In Hampi town and around the ruins of Vijayanagara, there are quite a few ‘must-stops.’ Hampi bazaar is the heart of the town and is dominated by the Virupaksha Temple (also known as the Pampapathi temple). With its 160-foot (49m) high tower entrance, statues of Shiva and shrines with of the erotica statues, this is place where you could easily spend half a day. The bazaar is a great place to shop for textiles, jewellery and fill up on delicious street food.
Perhaps one of the most impressive monuments of Hampi, Vithala Temple is bound to remain on its visitor’s minds. It is a thoroughly sculpted building with, ornate pillars and breathtaking carvings. The structure is also renowned for its musical pillars. The group of 56 pillars carved in stone produce an echo of a note when tapped. The back lawn of the temple displays an impressive stone carved chariot with rotating wheels.
Capital of a rich empire
No doubt Hampi is known for its many beautiful temples but it’s impossible to forget that this was once the capital of a rich empire. Kings and Queens lived lavish lifestyles here and as a memento of those times, there are still a handful of buildings that remain, telling stories of greatness. To call out a few: The Elephant stables (a majestic structure with 11 domed chambers for the royal elephants), the Queen’s bath, swimming pool to the royal family (part of the Royal Enclosure, the rectangular building with a veranda inside wrapped around a square tank 6 feet deep) and the Zenana Enclosure (four buildings – the queen’s palace, two watchtowers through which the ladies of the court kept an eye on the outside world and the Lotus palace, a two storied palace that resembles a lotus flower and served as the meeting place for the royal females).
I left Hampi four days after arriving, feeling that I had not seen or explored half the secrets and treasures of this magical place. The city is beckoning me to return and I think that you Purple Travellers out there should add Hampi to your travel wishlist.
Our latest infographic shows the best in off the beaten track travel and why sometimes going off map is for the best.
image by attila acs
Located in Dresden, Germany and more specifically in the area of Neustadt Kunsthofpassage, also known as the student neighbourhood, this building is unique in the world!
The Funnel Wall is an architectural creation by three artists, Christoph Roßner, Annette Paul and Andre Tempel, who converted the exterior wall of the building into a band playing slow or fast track according to the weather.
To be precise, the entire surface is covered with funnels and gutters in the shape of musical instruments and when the rain begins to fall, this colourful drain system “captures” the water and turns the wall into a melodic music band envied by every conductor!
image by Lichtdesigner
image by UglyGuckling
image by Rainer Fritz
Find out more about amazing places around the world, in our Off the Beaten Track series.
We go around the world to find the most beautiful, weird and wonderful hotels. From caves to igloo styled hotels, expect the unexpected. This week, Sala Silvermine Underground suite in Sala Västmanland, Sweden.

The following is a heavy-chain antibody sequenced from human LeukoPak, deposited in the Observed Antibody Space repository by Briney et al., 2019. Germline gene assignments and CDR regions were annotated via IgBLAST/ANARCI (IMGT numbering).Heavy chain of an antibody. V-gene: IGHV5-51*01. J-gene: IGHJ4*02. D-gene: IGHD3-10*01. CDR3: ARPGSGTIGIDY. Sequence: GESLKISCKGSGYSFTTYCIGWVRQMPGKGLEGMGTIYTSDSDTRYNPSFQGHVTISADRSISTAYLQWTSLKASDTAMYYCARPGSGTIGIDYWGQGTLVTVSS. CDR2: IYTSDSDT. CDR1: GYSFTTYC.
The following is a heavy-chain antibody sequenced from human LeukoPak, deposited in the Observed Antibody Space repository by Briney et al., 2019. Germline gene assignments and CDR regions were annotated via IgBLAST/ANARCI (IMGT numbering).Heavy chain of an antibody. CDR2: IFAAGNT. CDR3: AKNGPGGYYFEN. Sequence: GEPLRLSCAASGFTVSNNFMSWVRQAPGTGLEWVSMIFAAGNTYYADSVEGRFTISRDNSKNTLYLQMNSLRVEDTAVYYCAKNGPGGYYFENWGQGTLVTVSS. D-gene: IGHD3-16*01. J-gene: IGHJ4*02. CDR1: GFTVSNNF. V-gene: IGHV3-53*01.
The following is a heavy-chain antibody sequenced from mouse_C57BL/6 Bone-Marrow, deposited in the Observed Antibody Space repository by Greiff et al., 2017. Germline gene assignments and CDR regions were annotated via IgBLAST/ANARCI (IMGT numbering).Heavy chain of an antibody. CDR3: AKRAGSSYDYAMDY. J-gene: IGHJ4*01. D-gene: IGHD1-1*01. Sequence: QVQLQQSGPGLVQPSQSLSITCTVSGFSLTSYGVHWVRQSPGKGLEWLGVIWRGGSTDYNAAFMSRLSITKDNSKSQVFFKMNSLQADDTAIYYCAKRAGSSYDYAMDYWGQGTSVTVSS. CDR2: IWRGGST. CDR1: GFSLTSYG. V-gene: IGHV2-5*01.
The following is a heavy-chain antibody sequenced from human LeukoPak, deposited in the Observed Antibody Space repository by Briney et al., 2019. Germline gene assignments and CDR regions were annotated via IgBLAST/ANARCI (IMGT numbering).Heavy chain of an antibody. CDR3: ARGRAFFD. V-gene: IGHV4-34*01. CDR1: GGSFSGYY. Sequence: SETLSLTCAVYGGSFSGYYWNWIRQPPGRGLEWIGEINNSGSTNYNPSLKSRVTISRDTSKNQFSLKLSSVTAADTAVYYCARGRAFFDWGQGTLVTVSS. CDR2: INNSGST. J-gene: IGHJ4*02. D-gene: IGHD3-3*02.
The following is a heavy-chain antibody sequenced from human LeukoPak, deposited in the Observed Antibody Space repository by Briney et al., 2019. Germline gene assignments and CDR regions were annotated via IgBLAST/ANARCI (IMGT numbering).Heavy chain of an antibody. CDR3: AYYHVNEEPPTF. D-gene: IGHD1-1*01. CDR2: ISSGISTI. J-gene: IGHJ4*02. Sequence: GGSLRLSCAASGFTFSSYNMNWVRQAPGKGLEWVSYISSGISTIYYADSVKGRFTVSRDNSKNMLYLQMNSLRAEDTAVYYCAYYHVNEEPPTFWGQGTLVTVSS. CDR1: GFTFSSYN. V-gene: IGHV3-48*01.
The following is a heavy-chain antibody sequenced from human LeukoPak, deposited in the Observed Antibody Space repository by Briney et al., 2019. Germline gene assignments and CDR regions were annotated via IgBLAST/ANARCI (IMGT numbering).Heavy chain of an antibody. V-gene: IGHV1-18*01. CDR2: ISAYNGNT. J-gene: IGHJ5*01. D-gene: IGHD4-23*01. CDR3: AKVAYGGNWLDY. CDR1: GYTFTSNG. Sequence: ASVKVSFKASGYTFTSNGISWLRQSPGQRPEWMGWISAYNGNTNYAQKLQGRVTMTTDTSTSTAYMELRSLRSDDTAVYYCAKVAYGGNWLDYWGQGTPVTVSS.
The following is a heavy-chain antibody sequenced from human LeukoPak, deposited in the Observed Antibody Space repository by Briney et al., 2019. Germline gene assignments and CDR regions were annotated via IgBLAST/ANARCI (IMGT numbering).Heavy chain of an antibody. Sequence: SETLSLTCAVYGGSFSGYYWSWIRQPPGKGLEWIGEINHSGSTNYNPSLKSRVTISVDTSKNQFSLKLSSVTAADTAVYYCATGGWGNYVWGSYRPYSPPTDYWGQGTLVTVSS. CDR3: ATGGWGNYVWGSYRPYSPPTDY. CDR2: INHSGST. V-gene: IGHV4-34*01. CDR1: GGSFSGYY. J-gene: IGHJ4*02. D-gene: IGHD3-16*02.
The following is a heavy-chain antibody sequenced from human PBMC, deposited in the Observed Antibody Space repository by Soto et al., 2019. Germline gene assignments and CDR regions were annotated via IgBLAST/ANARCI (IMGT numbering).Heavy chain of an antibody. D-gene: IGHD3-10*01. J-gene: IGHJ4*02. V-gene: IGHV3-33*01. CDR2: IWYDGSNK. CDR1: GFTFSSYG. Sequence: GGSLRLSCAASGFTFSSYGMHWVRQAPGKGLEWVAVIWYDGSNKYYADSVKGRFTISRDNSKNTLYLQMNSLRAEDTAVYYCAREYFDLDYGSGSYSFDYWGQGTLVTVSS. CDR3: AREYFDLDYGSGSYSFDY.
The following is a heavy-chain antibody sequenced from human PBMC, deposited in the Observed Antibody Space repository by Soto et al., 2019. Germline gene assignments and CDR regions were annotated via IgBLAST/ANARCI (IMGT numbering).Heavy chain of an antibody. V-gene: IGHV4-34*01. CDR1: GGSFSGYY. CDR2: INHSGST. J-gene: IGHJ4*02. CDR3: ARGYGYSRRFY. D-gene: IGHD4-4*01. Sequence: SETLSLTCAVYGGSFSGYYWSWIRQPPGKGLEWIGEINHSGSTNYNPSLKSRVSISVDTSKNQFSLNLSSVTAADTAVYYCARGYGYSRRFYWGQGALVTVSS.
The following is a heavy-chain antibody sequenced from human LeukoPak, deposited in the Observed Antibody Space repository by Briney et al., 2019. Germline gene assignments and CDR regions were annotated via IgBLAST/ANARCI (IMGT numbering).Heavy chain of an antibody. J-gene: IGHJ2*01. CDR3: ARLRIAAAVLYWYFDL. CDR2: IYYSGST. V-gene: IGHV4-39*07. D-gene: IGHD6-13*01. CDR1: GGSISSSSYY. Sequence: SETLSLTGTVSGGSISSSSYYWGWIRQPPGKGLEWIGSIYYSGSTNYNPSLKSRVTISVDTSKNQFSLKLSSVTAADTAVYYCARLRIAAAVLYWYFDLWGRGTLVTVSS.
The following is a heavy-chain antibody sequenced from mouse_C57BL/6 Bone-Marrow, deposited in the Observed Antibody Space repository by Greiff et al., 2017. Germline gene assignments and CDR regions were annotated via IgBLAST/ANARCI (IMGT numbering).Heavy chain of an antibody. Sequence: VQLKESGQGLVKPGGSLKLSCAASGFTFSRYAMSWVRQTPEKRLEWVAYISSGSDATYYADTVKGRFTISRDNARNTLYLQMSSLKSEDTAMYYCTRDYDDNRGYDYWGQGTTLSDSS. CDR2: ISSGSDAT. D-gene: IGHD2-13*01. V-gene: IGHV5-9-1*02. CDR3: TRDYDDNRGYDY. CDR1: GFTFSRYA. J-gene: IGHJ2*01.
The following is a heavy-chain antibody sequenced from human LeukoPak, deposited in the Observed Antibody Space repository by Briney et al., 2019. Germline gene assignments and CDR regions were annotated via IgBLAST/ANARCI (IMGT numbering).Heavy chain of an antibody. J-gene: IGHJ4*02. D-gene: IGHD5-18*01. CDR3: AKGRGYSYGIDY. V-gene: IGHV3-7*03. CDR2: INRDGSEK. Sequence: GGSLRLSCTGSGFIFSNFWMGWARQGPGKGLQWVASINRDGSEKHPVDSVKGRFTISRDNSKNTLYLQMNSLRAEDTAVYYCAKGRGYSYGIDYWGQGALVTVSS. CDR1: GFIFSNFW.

What’s the gimmick? If you fancy spending a night with your other half, 500ft underground in a room dug out of a cave, then this room in a silvermine is just the ticket. This little bit of luxury is so hidden away, you can only access it via a mineshaft lift.
Travel all the way to the small town of Sala Västmanland in Sweden, and spend a night in the world’s deepest bedroom. The Silvermine of Sala is one of the world’s best preserved mine settings and your stay here begins with a guided tour. Although there are plenty of luxurious touches, it’s 14 storeys down, so if you need a phone, beware!
However it is the perfect balm to the stresses of life, not too many people can reach you down there, unless you choose to; through a personal intercom system. Before leaving for the night, your guide will leave a basket of goodies for you and then you are all alone to feel the peace and quiet of your new world. You’ll see the guide again in the morning when breakfast arrives. There is a toilet near your “room” however the showers are topside.
Why stay? You can sleep 155 metres underground, where you will see dark winding galleries, vast caverns and magical lakes. It doesn’t matter if you’re familiar with mining or not, the underground setting will amaze you. Oh, and you’re not alone with the idea, weekends are usually booked up all year round.
The WOW Factor? The experienced guides tell you of a fantastic chapter in industrial history. During its heyday, production amounted to more than 3 tons of silver a year, and a total of more than 400 tons of silver and about 40,000 tons of lead were extracted – completely by hand! Most of the silver was used in manufacturing coins, but artefacts were also made.
A stay at this one of a kind single suite amounts to 3750 sek or about £287 per night.
Images via @ Salas Silver Gruva
Looking to really impress someone or maybe you’re in the middle of organising your honeymoon? Why not check out these amazing places to eat for a truly memorable holiday experience. Don’t forget to let us know which is your favourite!
Crater Floor Lunch, Ngorogoro, Tanzania Image via @ andBeyond.com
Skyline Bar, New Zealand image via @ Skyline Bar
This Dining Pod, at Soneva Kiri in Thailand Image via @ Soneva Kiri
Lunch in the Eiffel Tower at the Jules Verne Restaurant
Ithaa undersea Restaurant at the Conrad Hilton, Maldives
Image via @ Conrad Hilton